Award-winning actress Li Ching teams up with the villain Lo Lieh in The Fugitive, a film heralding the lesser of two evils...at the expense of a tragic love story leaving the audience buried in their handkerchiefs.
The noted actress Li Li-hua, star of more than sixty films since 1947, beautifully portrays the drugged, then disgraced wife of a peddler in the waning days of the Ching Dynasty. To make matters worse, she's soon framed for her husband’s murder by her rapist - the son of the local magistrate! And even that isn’t the end of her woes. It's best to have a box of tissues nearby as two expert directors ratchet up the emotional suspense in this consummate tearjerker.
Li Li-hua, Kao Pao-shu, Ouyang Sha-fei, Kwan Shan, Ku Wen-chung
Another iconoclastic work from the action auteur Chang Cheh, and winner of Honourable Mention for Dramatic Feature at the 13th Golden Horse Awards, 7-MAN ARMY retells the legend of seven patriots during the Sino-Japanese War. In 1933, 20,000 Japanese soldiers and 50 tanks invaded the Pa Tou Lou Tzu, a strategic key point of the Great Wall. With only seven men stationing, these heroes took on the entire army for five days before succumbing. When the Japanese entered the building to find the seven battered bodies, they buried them in honor and recognized them as "The Seven Heroes of China" in the Japanese military records.
David Chiang, Ti Lung, Chen Kuan-tai, Alexander Fu Sheng
Shih Hsin-chiao (Ling Yun) is a journalist who trained under mentor Lu Tao-jan (Chin Han). Lu's daughter, Chih-pai (Tien Niu) is infatuated with the good-looking and intelligent Shih, but Shih sees her only as a child. When he returns from a long stay abroad, he finds that things have changed. Chih-pai is now an attractive young woman in a relationship with rich boy (Wang Yu). A miscarriage and Lu's death throw Shih and Chih-pai together...
A year before he was to direct King Boxer -- the first Hong Kong kung-fu film ever to break into the international market -- Cheng Chang-ho both wrote and directed this powerful martial arts movie. Ling Yun, of Gun Brothers and Hellgate (among many others), ably plays a magician-warrior who initially protects the villain from an ambush by the title heroes. But after his wife's and friend's deaths, he must fight to set things right.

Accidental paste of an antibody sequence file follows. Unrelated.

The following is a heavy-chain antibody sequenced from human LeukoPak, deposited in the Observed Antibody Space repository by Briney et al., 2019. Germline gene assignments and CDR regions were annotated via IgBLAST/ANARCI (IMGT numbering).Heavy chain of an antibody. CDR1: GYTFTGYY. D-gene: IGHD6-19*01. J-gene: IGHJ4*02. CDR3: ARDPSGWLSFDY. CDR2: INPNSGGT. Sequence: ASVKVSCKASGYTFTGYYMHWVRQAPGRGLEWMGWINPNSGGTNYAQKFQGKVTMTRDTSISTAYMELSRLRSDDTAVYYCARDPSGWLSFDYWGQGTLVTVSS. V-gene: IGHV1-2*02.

An amusing insider's look at the Hong Kong film industry; this is auteur Li Han-hsiang's version of Truffaut's Day for Night and Fellini's 8. It is a homage paid to Li, with a 30-year landmark in this business. Based on the director's highly popular newspaper column, this is a potboiler of some of his funniest and most surreal film gossips of the era. Filled with fictional plots and hardcore facts, this is definitely a must-see for any Hong Kong cinema aficionado!
This bizarre adaptation of the Chinese literary classic “Romance of the Three Kingdoms” by famous director Chang Cheh’s is about a heroic “swords-ghost” who wreaks havoc against one of the corrupt kingdoms.
Starring the stunning, teenage heartthrob Pat Ting Hung, The Butterfly Chalice marks the important directing debut of the kung-fu film genre's most principle figure Chang Cheh, as he burst the martial arts and swordplay movie doors wide open, announcing the beginning of the end for the Cantonese musicals.
This tale of hidden treasure and a young wushu warrior in the Valley of Villains is considered among the best from director Chu Yuan and celebrated author Ku Lung. Making the production even more special is the presence of international favourite Alexander Fu Sheng.
One of Shaw Brothers’ most sweeping epics, comparable to Dr. Zhivago for the scope of its intensely personal love story. Set in war-torn China, it tells of a married couple who find the obstacles of the warfront are, in many ways, easier than those on the homefront.
Edward (Stephen Fung) is kicked out of school and finds himself at a new school, with a reputation for fighting that keeps even the triads away. The leader of the group, Stone (Nicholas Tse), befriends Edward. Their friendship is tested when a local triad leader discovers Edward comes from a wealthy family.
One of Shaw's darlings of the screen, Lily Ho (Casino, The Water Margin) gives a heart-warming performance as Chef-chi, in this Cinderella comedy and romance. At a party, Chef falls in love with the son (Lin Feng) of a rich man that her father (Cheng Chun-mien, Hong Kong's answer to Elvis Presley) works as a chauffeur for. Being from such a poor family, Chef can't reveal who she is or what her father does for a living. Her father is furious that she has fallen for the boss' boy; does she have no class conscience? Mayhem, drama and a run of hilarious circumstances ensue. This asks us, can love truly cross class boundaries?
Action auteur Chang Cheh accomplished one of the most memorable historical dramas to come out of Shaw Brothers in the 1960s, and became a pioneer at the golden age of martial arts cinema. Featuring the 20-year-old swimming champion and future action star Wang Yu. Set in the final years of the Ming Dynasty, three brave heroes stand against a power-hungry official, and cross-path with three gorgeous beauties. It's two magnificent trios in one film!